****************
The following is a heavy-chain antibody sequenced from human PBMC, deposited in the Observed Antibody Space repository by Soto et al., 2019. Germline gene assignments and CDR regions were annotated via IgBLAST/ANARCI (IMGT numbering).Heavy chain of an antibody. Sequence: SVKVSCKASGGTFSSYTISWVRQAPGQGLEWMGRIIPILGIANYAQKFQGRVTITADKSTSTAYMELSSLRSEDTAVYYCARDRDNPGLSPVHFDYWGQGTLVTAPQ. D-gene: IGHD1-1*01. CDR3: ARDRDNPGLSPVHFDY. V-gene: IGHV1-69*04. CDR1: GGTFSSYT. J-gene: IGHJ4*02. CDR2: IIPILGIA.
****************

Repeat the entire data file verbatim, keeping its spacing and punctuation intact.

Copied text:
The following is a heavy-chain antibody sequenced from human PBMC, deposited in the Observed Antibody Space repository by Soto et al., 2019. Germline gene assignments and CDR regions were annotated via IgBLAST/ANARCI (IMGT numbering).Heavy chain of an antibody. Sequence: SVKVSCKASGGTFSSYTISWVRQAPGQGLEWMGRIIPILGIANYAQKFQGRVTITADKSTSTAYMELSSLRSEDTAVYYCARDRDNPGLSPVHFDYWGQGTLVTAPQ. D-gene: IGHD1-1*01. CDR3: ARDRDNPGLSPVHFDY. V-gene: IGHV1-69*04. CDR1: GGTFSSYT. J-gene: IGHJ4*02. CDR2: IIPILGIA.